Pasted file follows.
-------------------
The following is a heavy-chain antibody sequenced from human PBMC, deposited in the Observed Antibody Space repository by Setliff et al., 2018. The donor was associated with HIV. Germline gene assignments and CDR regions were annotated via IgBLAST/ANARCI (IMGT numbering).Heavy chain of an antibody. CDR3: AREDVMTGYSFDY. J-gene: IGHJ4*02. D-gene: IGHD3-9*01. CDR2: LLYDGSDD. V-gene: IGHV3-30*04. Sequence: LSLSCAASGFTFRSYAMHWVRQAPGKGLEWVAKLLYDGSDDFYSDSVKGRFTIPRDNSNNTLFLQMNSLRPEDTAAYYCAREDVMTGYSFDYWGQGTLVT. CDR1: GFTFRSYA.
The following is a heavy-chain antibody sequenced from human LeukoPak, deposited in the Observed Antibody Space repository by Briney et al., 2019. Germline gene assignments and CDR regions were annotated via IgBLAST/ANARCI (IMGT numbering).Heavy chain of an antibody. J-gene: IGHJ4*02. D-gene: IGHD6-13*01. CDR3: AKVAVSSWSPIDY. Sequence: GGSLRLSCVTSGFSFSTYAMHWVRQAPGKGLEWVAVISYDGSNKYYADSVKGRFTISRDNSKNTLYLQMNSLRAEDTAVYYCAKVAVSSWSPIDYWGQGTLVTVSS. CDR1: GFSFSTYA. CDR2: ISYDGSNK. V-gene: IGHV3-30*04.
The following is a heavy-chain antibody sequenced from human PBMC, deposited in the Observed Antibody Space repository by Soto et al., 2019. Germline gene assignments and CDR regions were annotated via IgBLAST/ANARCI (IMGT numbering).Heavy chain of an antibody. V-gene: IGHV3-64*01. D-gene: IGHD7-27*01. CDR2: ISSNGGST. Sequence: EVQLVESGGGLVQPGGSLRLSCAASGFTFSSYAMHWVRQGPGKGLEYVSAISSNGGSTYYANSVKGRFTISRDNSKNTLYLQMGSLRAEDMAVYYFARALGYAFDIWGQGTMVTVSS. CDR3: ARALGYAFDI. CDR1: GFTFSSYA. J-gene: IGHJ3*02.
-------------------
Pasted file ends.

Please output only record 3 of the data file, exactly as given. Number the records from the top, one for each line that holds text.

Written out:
The following is a heavy-chain antibody sequenced from human PBMC, deposited in the Observed Antibody Space repository by Soto et al., 2019. Germline gene assignments and CDR regions were annotated via IgBLAST/ANARCI (IMGT numbering).Heavy chain of an antibody. V-gene: IGHV3-64*01. D-gene: IGHD7-27*01. CDR2: ISSNGGST. Sequence: EVQLVESGGGLVQPGGSLRLSCAASGFTFSSYAMHWVRQGPGKGLEYVSAISSNGGSTYYANSVKGRFTISRDNSKNTLYLQMGSLRAEDMAVYYFARALGYAFDIWGQGTMVTVSS. CDR3: ARALGYAFDI. CDR1: GFTFSSYA. J-gene: IGHJ3*02.